Atolls and Submarine Volcanoes | The Primal Power of Creation

Volcanoes don’t always erupt above ground for the whole world to see. More than 70 percent of all volcanic eruptions occur underwater. While some knowledge regarding volcanic explosions under the sea has been unearthed, scientists are still groping in the dark when it comes to truly understanding underwater volcanoes. After all, the eruptions are hidden away from view and obscured from sight.

Most submarine volcanoes are located in the depths of seas and oceans, while some are located in shallow waters. Submarine volcanoes are underwater vents or fissures in the Earth’s surface from which magma can erupt. After their eruption underwater, the magma has to contend with the crushing pressure of gallons upon gallons of sea water.

The presence of water considerably alters the characteristics of a volcanic eruption underwater in comparison to those that occur on land. Many submarine volcanoes are seamounts: volcanoes that rise abruptly from a seafloor of 1,000 – 4,000 meters depth.

It is, thus, a creation of fire and water.

The Atoll

The word atoll has its origins in the Maldivian word atolu. The most extensive groups of atolls have taken up residency in the Pacific Ocean, but numerous atolls exist in the central Indian Ocean.

The development of an atoll is fuelled by the eruption of underwater volcanoes. As lava from the eruption piles up on the seafloor, the seamount’s elevation increases; eventually breaking through the surface of the water. The peak of the volcano gives birth to an isolated oceanic island.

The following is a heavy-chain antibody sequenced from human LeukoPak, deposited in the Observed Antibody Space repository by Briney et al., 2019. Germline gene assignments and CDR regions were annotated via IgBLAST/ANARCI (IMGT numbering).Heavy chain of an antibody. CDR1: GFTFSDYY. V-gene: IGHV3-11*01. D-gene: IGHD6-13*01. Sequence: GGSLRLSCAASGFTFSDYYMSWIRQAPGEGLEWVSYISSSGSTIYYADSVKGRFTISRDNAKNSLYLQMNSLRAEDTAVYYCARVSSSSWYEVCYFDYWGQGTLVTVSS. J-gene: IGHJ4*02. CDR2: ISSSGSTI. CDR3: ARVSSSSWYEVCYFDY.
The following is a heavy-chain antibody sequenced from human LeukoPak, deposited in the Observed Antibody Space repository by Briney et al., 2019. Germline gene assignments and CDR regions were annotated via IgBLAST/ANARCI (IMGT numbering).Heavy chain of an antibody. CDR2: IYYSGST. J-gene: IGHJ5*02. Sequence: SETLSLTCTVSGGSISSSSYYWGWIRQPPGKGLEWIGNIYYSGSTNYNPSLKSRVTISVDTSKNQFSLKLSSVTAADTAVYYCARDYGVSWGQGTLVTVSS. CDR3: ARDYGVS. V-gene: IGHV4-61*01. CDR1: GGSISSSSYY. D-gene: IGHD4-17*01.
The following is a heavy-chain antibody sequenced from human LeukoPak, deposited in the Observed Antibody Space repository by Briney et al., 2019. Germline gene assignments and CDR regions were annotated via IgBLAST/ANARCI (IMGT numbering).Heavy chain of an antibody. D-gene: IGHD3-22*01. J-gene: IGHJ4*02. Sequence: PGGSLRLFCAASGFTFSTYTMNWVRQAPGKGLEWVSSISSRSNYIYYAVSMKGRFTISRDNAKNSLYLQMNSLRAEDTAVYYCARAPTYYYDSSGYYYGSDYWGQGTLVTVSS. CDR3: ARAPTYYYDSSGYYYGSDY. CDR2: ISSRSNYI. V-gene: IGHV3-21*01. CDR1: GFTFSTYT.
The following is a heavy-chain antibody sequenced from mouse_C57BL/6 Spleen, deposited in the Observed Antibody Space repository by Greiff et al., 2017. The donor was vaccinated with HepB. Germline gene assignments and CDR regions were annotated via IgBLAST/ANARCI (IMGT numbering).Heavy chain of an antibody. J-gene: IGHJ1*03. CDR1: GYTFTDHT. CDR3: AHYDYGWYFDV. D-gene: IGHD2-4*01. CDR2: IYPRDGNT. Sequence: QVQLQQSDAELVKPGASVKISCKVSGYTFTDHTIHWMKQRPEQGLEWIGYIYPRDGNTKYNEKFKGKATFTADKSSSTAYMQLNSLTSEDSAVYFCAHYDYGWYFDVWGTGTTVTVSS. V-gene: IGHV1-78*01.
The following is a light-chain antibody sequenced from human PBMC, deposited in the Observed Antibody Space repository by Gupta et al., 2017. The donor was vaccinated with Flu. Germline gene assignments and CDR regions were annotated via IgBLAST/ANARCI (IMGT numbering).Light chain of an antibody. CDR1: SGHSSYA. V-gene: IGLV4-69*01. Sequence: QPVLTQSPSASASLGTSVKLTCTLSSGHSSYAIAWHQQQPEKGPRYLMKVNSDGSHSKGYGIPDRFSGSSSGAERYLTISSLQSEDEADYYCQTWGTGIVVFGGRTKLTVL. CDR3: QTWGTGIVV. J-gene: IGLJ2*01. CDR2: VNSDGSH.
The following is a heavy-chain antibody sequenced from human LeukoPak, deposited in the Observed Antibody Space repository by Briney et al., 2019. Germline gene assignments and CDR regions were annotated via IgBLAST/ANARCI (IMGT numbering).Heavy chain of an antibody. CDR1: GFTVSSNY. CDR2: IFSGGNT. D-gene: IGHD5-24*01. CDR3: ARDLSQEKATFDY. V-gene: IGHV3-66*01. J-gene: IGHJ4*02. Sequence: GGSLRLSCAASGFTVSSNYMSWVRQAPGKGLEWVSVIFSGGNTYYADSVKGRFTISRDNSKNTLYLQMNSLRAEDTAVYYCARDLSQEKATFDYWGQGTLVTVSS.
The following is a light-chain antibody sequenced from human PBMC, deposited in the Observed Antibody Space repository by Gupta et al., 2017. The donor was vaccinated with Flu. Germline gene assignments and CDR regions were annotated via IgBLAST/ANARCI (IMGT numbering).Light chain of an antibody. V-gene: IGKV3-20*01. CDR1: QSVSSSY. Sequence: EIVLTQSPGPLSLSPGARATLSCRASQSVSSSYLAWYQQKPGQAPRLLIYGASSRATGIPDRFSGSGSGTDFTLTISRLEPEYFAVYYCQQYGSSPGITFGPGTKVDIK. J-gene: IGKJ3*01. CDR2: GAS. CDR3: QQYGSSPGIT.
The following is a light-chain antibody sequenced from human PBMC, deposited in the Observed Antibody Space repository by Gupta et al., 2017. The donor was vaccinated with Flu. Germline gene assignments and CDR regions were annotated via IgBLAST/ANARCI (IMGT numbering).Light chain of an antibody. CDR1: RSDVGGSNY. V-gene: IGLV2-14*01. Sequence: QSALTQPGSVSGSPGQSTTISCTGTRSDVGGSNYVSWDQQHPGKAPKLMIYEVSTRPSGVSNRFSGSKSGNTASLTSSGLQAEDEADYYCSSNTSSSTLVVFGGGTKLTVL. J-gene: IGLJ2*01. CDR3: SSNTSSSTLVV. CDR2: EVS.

Tiny sea animals called corals begin to build a reef around the island. The coral is an animal and not a plant. It is born, it feeds and it dies. Once the coral has created its reef, a variety of underwater lifeforms take up residency in the reef that they have created. They are the architects of the ocean.

The presence of the atoll signifies the final stage in the creation of a volcanic island. As the volcano begins to sink, the coral reefs continue to grow upward. The volcanic peaks continue to sink and erode, until they are below sea level, leaving islets that have built up on the reef.

The type of corals that build reefs are called hermatypic corals. Hermatypic corals create a hard exoskeleton of limestone which consists of calcium carbonate. Billions of these limestone exoskeletons create the reef. If the right elements and conditions are not present, they can neither grow nor develop.

Atolls are often, but not always, uninhabited ‘desert’ islands. Many are remote and difficult to reach. In the 20th century, this isolation resulted in them becoming testing sites for nuclear weapons from the United States, Britain, and France.


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